With a lot of hard work needed, and money still to be raised (to the tune of about $100,000 total for the move), Family Promise of Spokane hopes to move its Open Doors family shelter to the Cassano's Grocery building on Mission Avenue by December.
Currently, Open Doors, the only 24/7 emergency shelter in the city for homeless families, has to turn away families with children every night at its location in the Perry Neighborhood. While the city contracts with the shelter for 50 people per night, the shelter has pushed that up to about 65 at times. But there's still more need, says Steve Allen, executive director of Family Promise of Spokane.
"We're turning away kids every night," Allen says.
In the new space at Cassano's, they envision serving about 80 people per night, with beds that can be rolled out and placed where aisles of canned goods and sauces currently stand in the store.
Built in the mid 1940s, the building was noted at the time for using single-span construction, where the entire main room is open, without supports, Allen says. That type of space of course lends itself perfectly for the shelter, and an office that's slightly elevated above the main grocery store will serve as a perfect security location, offering a view of all of the main floor space.
The announcement has caused some concern with neighbors in the area, but Allen says he hopes to illustrate to people just how different Open Doors is as a shelter, and he invites people who worry what it might look like to schedule a visit at the current location.
"This place is so different, we're talking 40 kids a night," Allen says during a tour of the new space Friday, Oct. 19. "Children never choose to be homeless and have no power not to be."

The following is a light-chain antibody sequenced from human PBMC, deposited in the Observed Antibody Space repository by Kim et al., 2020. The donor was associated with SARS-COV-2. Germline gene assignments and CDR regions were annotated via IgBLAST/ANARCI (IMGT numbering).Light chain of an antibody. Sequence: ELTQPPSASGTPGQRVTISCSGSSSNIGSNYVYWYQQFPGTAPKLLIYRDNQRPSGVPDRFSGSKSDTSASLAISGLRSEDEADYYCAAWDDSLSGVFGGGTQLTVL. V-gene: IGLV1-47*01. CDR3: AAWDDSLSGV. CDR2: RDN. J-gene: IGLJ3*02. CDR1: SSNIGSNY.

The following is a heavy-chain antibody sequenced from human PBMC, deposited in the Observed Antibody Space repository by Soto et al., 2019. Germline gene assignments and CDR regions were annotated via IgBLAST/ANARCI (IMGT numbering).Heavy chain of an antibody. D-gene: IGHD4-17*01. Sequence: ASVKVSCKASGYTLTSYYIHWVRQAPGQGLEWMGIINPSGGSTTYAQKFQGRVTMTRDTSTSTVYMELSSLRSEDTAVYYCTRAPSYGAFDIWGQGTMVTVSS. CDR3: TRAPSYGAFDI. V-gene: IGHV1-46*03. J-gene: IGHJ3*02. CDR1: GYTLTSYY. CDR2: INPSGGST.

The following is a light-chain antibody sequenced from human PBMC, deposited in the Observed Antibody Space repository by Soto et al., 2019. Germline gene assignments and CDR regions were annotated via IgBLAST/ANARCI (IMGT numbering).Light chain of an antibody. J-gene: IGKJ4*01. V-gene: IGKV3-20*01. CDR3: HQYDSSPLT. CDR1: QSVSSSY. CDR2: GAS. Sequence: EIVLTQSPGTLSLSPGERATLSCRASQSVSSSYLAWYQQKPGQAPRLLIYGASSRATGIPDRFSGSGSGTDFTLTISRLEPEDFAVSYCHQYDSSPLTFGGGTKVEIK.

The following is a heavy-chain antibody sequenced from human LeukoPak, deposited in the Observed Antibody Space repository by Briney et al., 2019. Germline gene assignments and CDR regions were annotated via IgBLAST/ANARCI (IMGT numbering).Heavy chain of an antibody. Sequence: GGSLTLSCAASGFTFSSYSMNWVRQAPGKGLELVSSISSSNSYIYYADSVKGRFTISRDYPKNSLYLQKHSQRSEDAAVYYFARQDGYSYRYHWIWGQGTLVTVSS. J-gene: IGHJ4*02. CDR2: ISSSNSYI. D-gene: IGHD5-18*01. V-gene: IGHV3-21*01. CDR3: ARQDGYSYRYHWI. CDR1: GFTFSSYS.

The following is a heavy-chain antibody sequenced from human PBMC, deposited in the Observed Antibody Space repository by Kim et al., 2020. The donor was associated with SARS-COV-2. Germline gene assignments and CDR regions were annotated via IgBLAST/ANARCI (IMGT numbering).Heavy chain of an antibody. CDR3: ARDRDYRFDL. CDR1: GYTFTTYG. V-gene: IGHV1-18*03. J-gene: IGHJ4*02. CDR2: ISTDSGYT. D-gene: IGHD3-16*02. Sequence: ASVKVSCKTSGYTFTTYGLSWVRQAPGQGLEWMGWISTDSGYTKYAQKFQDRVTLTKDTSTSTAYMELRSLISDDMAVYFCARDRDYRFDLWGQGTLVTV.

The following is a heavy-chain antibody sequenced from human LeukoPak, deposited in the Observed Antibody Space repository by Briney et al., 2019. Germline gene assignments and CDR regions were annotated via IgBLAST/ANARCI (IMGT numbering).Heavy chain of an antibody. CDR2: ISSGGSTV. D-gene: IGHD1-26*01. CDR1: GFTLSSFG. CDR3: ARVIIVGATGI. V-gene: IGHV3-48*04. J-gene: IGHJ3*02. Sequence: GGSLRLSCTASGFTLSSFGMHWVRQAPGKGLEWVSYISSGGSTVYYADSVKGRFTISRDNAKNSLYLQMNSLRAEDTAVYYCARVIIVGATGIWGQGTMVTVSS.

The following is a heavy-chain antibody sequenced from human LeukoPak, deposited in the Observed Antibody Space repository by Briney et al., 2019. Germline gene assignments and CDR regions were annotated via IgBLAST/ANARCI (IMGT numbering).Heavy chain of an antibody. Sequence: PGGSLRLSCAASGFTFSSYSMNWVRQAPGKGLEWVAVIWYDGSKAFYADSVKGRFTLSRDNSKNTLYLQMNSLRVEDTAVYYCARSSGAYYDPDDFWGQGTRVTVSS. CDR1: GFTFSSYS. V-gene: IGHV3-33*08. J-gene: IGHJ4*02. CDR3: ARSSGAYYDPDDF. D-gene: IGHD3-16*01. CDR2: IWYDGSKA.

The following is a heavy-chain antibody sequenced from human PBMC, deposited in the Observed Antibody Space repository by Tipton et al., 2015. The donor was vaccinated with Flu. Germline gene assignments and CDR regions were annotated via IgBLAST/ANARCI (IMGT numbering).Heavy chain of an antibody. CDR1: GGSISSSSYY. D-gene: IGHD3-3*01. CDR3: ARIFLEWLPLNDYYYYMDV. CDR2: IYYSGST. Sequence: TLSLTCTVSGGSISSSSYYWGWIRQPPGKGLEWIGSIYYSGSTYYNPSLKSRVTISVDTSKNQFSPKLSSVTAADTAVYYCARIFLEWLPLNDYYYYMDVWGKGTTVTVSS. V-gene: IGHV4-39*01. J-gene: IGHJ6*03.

The shelter is built around building support for parents so they can in turn support their kids. Currently, the space operates with a shared family room, with television and games, arts and crafts and regular activities. Families prepare meals and do chores.
There's no budget for food, for janitorial, for diapers, Allen says. The families chip in where they can, and the rest comes from donations.
And with the staff's supportive system, which includes setting daily goals with the parents — say applying for five jobs today, or getting a driver's license — the average stay at the shelter, which opened in early 2017, has dropped from 49 days to 24, Allen says.
In the new building, the hope is there'll be room for even more supportive services. Where cash registers and small grocery lines currently queue up, there will be an entry way and office space that greets the families as they enter. There's more office space downstairs where partner agencies could provide services on site maybe once or twice a week.
"There are five offices downstairs and we would love to have satellite offices here," Allen says. "Instead of our families going all over town on the bus, it could all be downstairs."
None of those partnerships have been cemented quite yet, as the move into the building is still in the works. While paperwork on a lease-to-own agreement has been signed, there's still a big push to get everything needed, Allen says.
The main need right now is about $100,000 to pay for the move and upgrades, which include a new sprinkler system and installation of an ADA-accessible bathroom and shower on the main floor, among other things, Allen says.
Several community groups are helping with fundraisers, but Allen says anyone interested in donating can also get in touch at the Family Promise website.
He encourages anyone concerned about potential impacts from the new shelter, especially new neighbors, to schedule a visit at the existing location by calling 747-5487. Allen says other skeptics who have already toured the facility said they were impressed and it changed their mind on what the shelter will look like.
As for the store, the owner of Cassano's plans to take vacation time through the winter and eventually open a smaller grocery store elsewhere, Allen says, and there's a chance he may partner for some weekly meals in the facility.
Other frequently asked questions are answered in this Family Promise document: